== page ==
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The Pros and Cons of Technical Education Systems

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Technical education has been around for many years and has been a popular form of training from the beginning. Technical education refers to learning about a particular field with hands-on experience. When one engages in technical education, they actually learn from someone who does what they teach.

Compared to the more traditional avenues of learning like college, technical education is much more specific to a certain field. College is a much broader scope and concentrates more on theory. The basic idea for this form of education is to teach you how to learn. Then you still have to learn the specific requirements for your job once you get out of college.

With technical education, you actually learn from a master in the field. This is also sometimes referred to as an apprenticeship. When you're done with this training, you are ready to do the tasks by yourself. You can go right to work for someone without needing any additional training.

The benefits for technical education are big for prospective employers. Many companies have spent a great deal of their money training new employees. Then, many times, the people don't like the jobs and quit. Then the companies are forced to start all over again with new employees. It is a never-ending cycle that costs the employers a lot of money and time.

In the past, technical education was looked at as a negative thing as it was associated with the lower class of the social scale. The industries that engaged in this practice were manual laborers such as welders, electricians, and blacksmiths. Many people stayed away from this type of training simply because of the reputation associated with it. However, in today's fast changing economy, technical education is generally accepted as the norm in many new industries.

Now industries such as retail, tourism, information technology, funeral services, cosmetics, and cottage industries all rely on some form of technical education.

Many types of businesses are demanding a much more specialized workforce. With the way the economy is changing, people with generalized knowledge are becoming phased out for people with highly specialized skills.

In many cases, this results in a higher level of starting pay for new employees. The companies that are hiring feel more comfortable about giving someone a decent salary when they know they can handle the work. Another great thing about technical education is the job placement. Many trade schools offer job placement directly after you graduate. They have many relationships with employers and the employers know exactly what they're getting in a new graduate.

Overall, technical education is a great way to get a head start on your career. You can focus on the skills you need to do the job that you want to do. If you want to be on the fast track to a great career, technical education may be the way to go. You'll no longer have to waste years of your life learning theory. You can get started learning what you need to know in order to succeed.

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Trained administrators handle the day-to-day activities inside a medical office. Professionals answer phones, manage insurance claims, and maintain patient records. To obtain formal education students should research the available medical office administration educational opportunities offered by vocational colleges.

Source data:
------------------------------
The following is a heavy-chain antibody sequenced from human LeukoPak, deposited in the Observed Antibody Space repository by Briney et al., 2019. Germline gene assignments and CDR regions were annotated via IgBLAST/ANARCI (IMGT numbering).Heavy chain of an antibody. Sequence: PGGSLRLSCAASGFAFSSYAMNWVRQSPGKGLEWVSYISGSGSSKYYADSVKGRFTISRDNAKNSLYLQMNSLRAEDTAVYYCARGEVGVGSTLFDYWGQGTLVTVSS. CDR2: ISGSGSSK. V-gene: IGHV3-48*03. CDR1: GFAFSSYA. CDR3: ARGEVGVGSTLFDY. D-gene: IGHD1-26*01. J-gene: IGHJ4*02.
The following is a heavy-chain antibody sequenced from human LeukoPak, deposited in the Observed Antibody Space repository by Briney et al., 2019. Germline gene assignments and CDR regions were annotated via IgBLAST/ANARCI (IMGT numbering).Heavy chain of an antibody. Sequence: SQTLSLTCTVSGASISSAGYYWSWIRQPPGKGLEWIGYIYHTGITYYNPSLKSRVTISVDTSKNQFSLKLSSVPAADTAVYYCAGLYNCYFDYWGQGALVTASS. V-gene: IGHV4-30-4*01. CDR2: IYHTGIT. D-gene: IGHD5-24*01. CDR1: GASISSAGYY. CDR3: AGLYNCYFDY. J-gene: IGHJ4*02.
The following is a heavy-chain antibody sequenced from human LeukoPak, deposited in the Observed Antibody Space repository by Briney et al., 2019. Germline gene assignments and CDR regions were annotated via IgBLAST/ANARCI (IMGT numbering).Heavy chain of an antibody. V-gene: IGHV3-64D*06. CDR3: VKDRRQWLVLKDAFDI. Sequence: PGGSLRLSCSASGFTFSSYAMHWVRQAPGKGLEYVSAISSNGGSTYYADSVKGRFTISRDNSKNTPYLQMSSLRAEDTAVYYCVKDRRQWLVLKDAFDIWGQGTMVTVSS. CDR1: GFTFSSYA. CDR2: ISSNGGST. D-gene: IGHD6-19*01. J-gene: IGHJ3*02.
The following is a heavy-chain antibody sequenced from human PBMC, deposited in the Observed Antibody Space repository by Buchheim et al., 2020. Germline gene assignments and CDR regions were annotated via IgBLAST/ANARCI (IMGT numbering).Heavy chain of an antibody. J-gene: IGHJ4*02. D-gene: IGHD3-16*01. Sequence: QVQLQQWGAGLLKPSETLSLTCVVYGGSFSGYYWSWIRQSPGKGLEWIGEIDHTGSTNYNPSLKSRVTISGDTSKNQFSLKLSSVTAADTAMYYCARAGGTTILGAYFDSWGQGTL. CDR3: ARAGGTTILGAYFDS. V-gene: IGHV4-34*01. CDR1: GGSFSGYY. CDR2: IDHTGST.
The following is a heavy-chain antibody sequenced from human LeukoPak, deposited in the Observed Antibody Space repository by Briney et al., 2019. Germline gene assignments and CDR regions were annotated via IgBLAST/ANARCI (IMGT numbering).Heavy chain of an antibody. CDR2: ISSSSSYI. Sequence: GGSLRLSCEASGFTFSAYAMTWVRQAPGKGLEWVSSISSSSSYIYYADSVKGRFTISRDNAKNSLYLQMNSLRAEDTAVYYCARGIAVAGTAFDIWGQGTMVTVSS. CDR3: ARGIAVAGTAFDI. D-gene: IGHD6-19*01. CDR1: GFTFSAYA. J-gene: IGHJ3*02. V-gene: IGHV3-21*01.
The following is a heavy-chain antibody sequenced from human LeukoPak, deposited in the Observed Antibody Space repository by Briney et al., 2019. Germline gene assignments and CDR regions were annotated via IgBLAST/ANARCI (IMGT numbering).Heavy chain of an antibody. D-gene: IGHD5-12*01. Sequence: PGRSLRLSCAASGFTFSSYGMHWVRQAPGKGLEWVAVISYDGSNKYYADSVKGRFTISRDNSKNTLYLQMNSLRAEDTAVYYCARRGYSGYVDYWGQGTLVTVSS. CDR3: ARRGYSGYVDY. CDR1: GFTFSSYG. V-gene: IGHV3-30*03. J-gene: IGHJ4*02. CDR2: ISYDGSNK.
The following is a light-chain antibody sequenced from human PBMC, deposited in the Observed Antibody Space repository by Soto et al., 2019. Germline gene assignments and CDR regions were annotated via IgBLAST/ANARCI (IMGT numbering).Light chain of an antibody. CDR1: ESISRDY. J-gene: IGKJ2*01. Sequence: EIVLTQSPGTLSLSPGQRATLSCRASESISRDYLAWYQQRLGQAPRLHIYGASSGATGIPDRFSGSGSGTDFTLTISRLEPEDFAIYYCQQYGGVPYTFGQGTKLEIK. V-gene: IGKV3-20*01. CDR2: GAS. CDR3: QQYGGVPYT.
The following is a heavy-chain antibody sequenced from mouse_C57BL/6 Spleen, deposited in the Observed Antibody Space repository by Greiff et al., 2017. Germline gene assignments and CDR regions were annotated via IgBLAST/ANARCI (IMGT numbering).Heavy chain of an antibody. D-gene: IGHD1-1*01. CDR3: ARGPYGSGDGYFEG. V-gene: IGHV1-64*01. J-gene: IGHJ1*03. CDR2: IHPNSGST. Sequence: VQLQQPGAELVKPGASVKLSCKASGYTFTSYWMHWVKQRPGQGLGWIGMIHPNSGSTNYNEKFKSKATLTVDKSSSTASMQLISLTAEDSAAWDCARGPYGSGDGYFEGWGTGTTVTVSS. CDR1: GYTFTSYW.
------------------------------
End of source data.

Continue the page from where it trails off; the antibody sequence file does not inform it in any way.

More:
The basic practices that are used to organize health care settings are best learned at the certificate and associate's degree level. Students that complete either educational training program in medical office administration will obtain the basic skills needed to apply for entry-level careers. The main objective in training is to teach students the clinical and clerical duties that correspond to keeping a medical office running at its best. Most programs provide students with an overview of the field so they can properly manage all aspects. The usable skills that students obtain while training include:

  • Filling out insurance forms
  • Maintaining schedule books
  • Carrying out billing tasks

Students can also expect to arrange hospital admission services and handle office correspondences. Programs establish these skills by having students work through courses that include medical terminology, computerized patient billing, business accounting, and more. Students also have several concentrated program areas they can choose from to complete training in. Program opportunities are also available in medical coding, billing, and transcription. In these programs students learn to work exclusively with one area of medical office administration, which may be the best option for some students.

Medical billing programs are dedicated to preparing students to manage invoices and oversee the collection of insurance payments. Professionals work with patient records to establish the fees that need to be claimed for insurance purposes. Coursework at the associates level covers how to deal with delinquent accounts, collection agencies, and patient or insurance complaints. Formal educational training programs explore topics that relate to spreadsheet applications, data entry practices, computer keyboarding skills, and reimbursement management procedures.